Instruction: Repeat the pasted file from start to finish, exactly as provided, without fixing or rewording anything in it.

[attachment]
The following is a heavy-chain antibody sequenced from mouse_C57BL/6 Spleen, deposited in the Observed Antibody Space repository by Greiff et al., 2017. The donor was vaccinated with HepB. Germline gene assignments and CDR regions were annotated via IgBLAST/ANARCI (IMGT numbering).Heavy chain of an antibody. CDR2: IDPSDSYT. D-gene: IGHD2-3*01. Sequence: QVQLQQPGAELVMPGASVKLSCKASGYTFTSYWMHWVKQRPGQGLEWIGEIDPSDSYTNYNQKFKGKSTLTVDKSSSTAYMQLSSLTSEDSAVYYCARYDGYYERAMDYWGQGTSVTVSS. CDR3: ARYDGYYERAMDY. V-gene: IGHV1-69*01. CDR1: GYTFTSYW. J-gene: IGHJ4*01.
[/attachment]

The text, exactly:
The following is a heavy-chain antibody sequenced from mouse_C57BL/6 Spleen, deposited in the Observed Antibody Space repository by Greiff et al., 2017. The donor was vaccinated with HepB. Germline gene assignments and CDR regions were annotated via IgBLAST/ANARCI (IMGT numbering).Heavy chain of an antibody. CDR2: IDPSDSYT. D-gene: IGHD2-3*01. Sequence: QVQLQQPGAELVMPGASVKLSCKASGYTFTSYWMHWVKQRPGQGLEWIGEIDPSDSYTNYNQKFKGKSTLTVDKSSSTAYMQLSSLTSEDSAVYYCARYDGYYERAMDYWGQGTSVTVSS. CDR3: ARYDGYYERAMDY. V-gene: IGHV1-69*01. CDR1: GYTFTSYW. J-gene: IGHJ4*01.